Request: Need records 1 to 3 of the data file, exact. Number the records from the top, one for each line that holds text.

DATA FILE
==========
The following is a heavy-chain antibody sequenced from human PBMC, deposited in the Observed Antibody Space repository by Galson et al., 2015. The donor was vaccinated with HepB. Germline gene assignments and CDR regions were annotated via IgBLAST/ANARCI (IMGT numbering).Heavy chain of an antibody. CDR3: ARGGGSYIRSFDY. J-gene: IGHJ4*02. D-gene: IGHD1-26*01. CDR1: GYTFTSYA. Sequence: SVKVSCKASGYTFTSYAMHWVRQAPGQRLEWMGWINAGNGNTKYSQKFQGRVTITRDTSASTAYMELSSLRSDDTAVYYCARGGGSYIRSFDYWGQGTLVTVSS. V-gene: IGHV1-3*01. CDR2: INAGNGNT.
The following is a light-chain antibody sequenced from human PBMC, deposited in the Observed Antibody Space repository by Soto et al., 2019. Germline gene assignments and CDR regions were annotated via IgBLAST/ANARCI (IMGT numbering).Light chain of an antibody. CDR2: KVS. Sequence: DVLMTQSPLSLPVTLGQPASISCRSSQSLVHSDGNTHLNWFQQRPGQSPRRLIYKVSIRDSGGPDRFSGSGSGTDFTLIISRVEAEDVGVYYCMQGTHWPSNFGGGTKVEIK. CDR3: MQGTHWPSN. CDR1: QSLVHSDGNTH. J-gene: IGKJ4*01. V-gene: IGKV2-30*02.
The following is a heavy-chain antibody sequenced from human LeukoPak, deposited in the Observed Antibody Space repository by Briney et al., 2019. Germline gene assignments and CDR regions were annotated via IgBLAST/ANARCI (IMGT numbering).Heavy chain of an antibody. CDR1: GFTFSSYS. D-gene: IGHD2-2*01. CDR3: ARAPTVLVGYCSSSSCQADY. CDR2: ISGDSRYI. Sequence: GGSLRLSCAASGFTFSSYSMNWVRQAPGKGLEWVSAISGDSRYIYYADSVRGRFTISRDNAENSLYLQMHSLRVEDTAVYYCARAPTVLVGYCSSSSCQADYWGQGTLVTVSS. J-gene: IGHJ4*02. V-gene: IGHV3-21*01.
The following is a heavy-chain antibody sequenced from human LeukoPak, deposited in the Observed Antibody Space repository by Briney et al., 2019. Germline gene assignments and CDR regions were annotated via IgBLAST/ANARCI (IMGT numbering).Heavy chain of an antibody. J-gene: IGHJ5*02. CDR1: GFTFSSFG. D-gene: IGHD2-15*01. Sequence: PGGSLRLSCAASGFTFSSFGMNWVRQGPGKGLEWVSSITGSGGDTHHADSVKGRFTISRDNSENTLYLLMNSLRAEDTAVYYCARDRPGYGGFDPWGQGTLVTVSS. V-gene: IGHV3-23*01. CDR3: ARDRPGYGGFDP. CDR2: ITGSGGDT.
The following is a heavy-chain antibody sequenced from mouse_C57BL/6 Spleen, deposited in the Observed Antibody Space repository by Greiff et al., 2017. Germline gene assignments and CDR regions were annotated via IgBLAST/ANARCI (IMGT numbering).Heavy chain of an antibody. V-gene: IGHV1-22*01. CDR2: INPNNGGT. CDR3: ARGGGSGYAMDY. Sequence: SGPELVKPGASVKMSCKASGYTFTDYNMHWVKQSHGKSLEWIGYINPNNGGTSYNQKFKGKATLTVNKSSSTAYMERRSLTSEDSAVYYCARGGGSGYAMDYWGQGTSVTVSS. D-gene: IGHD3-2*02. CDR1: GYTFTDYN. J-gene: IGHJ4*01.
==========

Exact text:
The following is a heavy-chain antibody sequenced from human PBMC, deposited in the Observed Antibody Space repository by Galson et al., 2015. The donor was vaccinated with HepB. Germline gene assignments and CDR regions were annotated via IgBLAST/ANARCI (IMGT numbering).Heavy chain of an antibody. CDR3: ARGGGSYIRSFDY. J-gene: IGHJ4*02. D-gene: IGHD1-26*01. CDR1: GYTFTSYA. Sequence: SVKVSCKASGYTFTSYAMHWVRQAPGQRLEWMGWINAGNGNTKYSQKFQGRVTITRDTSASTAYMELSSLRSDDTAVYYCARGGGSYIRSFDYWGQGTLVTVSS. V-gene: IGHV1-3*01. CDR2: INAGNGNT.
The following is a light-chain antibody sequenced from human PBMC, deposited in the Observed Antibody Space repository by Soto et al., 2019. Germline gene assignments and CDR regions were annotated via IgBLAST/ANARCI (IMGT numbering).Light chain of an antibody. CDR2: KVS. Sequence: DVLMTQSPLSLPVTLGQPASISCRSSQSLVHSDGNTHLNWFQQRPGQSPRRLIYKVSIRDSGGPDRFSGSGSGTDFTLIISRVEAEDVGVYYCMQGTHWPSNFGGGTKVEIK. CDR3: MQGTHWPSN. CDR1: QSLVHSDGNTH. J-gene: IGKJ4*01. V-gene: IGKV2-30*02.
The following is a heavy-chain antibody sequenced from human LeukoPak, deposited in the Observed Antibody Space repository by Briney et al., 2019. Germline gene assignments and CDR regions were annotated via IgBLAST/ANARCI (IMGT numbering).Heavy chain of an antibody. CDR1: GFTFSSYS. D-gene: IGHD2-2*01. CDR3: ARAPTVLVGYCSSSSCQADY. CDR2: ISGDSRYI. Sequence: GGSLRLSCAASGFTFSSYSMNWVRQAPGKGLEWVSAISGDSRYIYYADSVRGRFTISRDNAENSLYLQMHSLRVEDTAVYYCARAPTVLVGYCSSSSCQADYWGQGTLVTVSS. J-gene: IGHJ4*02. V-gene: IGHV3-21*01.